University of Notre Dame

The Story of Notre Dame
Brother Aidan's Extracts


(Old College -- 1906) "On the Feast of St. Joseph the Brothers' new house of studies was formerly opened. It was named after the Abbe Dujarie, the founder of the Brothers of St. Joseph, (Now of Holy Cross). Brother Leander, c.s.c. has been appointed superior of the six young men who will reside in Dujarie and take classes at the University. The old building, which has been renovated for its present use, was the first one erected here by Father Sorin. Only such changes have been made as were required for the health and convenience of the inmates, the intention being to have the house appear much as it was when first built. It was a happy thought to preserve this building, and by its side to put up a log chapel, which is an exact of the original one occupied by Father Sorin and his brave band of Brothers for a year after their arrival. The statue of St. Joseph is close by standing as protector of the sacred place." SCHOLASTIC, 39:392, 1906

"Both the statue of St. Joseph and its pedestal are gifts from generous friends of the University. This stately little monument was not put up merely to perfect the symmetry of the immediate surroundings. There is a deeper significance attached to its erection. Father Sorin, in the first letter he addressed from Notre Dame to France, emphasized the fact that his new home was 'in the county of St. Joseph, on the banks of the river St. Joseph, not far from the city of St. Joseph.' The log-cabin and the little white house quickly became another Nazareth, with its resident Holy Family. The Saviour has His representative there, Mary was there, and St. Joseph -- his Priests, Sisters and Brothers. In this veritable reproduction of the holy household of Nazareth, St. Joseph was constituted the ruler. The residents were convinced that he was the subject of his royal ancestor's Prophecy; 'He made him head of his house and ruler of all his possession.'"

"And yet, though the priests rightly regarded St. Joseph as a precursor in their sacred ministry, though the Sisters looked to him with Mary as to the guardian of their sacrifice, the Brothers filed a lawful claim when they invoked him as their special patron. They had been founded as 'The Brothers of Saint Joseph'. Their dauntiess hearts and willing hands made possible and even called into existance, the present home of Our Lady of the Lake. Father Sorin recognized the fact when he paid them the following just tribute: 'To clear the ground the Blessed Virgin called from beyond the Atlantic, the Brothers of St. Joseph, rich only in faith and confidence in her protection.'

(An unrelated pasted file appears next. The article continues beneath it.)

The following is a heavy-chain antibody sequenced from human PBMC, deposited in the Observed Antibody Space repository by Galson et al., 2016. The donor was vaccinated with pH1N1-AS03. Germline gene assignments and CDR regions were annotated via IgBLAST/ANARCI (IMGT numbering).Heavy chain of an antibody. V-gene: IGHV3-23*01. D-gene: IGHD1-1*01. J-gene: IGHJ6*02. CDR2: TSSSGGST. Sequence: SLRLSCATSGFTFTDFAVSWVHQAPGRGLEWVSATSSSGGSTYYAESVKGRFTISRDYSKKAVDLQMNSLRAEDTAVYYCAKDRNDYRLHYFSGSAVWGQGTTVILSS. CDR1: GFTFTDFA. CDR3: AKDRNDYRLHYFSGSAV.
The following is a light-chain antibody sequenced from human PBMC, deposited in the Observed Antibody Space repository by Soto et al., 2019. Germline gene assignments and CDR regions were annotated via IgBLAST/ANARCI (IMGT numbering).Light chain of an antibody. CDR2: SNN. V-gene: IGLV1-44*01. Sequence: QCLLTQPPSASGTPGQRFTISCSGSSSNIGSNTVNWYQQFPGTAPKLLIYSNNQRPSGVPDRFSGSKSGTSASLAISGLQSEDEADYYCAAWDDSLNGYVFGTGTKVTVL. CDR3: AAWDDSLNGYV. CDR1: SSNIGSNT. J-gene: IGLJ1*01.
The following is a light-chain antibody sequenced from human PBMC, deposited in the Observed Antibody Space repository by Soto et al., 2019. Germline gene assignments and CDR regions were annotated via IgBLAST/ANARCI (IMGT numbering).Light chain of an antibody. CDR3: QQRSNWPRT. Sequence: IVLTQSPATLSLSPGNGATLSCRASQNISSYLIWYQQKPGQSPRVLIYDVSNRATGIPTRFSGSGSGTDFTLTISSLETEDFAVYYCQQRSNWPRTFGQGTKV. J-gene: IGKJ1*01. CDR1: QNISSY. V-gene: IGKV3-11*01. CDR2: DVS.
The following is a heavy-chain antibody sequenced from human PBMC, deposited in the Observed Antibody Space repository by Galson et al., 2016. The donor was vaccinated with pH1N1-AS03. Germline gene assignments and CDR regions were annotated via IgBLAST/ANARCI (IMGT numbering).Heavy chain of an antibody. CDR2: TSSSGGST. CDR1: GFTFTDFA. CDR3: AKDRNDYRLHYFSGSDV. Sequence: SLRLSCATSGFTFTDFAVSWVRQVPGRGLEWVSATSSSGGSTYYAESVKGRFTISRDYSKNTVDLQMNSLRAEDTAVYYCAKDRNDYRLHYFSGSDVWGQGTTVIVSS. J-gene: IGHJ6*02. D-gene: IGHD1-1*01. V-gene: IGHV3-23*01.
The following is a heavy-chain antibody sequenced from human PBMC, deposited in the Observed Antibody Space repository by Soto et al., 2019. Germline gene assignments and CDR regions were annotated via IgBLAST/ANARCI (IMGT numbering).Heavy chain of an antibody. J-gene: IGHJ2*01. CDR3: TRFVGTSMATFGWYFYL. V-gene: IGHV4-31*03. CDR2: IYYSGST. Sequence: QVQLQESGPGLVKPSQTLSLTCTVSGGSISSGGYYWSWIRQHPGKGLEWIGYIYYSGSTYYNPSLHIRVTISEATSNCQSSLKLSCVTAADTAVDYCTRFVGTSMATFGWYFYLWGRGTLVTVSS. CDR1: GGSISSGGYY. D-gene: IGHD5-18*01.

"The Brothers of St. Joseph were the first to cut their way through the forest to the south shore of St. Mary's lake. They were the first to build a dwelling house on the edge of its frozen waters. They were the pioneers." Rev. James J. Trahoy, SCHOLASTIC, 39:402, 1906

(Catholic Directory -- 1906) "Dujarie Institute..House of Studies for the Brothers of the Congregation of Holy Cross; Brother Aidan, c.s.c., superior. Curriculum of studies embraces commercial course, English, Classical course, special course in general science, drawing, music etc. Professors -- 3; students -- 14. Boys or young men from the age of 14 upwards will have every change here to prepare themselves thoroughly to become religious teachers. The Congregation is in urgent need of vocations to the Brotherhood." 1906

"Insist first and foremost that the Brothers teach their children religious virtues, and that they bring them to the knowledge and love of Jesus Christ . . . Be generous in rewarding your children, for you will never succeed without competition and prizes." Very Reverend Basil Anthony Moreau, LIFE OF FATHER DUJARIE

(First Dujarie Hall, 1906 in first College, 1843; Building became Mission house, 1912) "In the winter of 1845 they moved into the brick house which till then had served as a temporary college building. This house contained three rooms on the first floor; one large room on the whole length of the house, which was used as a clothes room for the priests, Brothers and students; a refectory, and an entrance room. On the second floor was a large dormitory of the same size as that of the clothes room and two small rooms. The chapel was in the cupola (?)." "On the King's Highway", p. 145

Dujarie Hall -- 1911 -- "Father Morrissey back from Europe, every bed in Dujarie now filled." From Dome diary -- 1911

‹— Brother Aidan's Extracts —›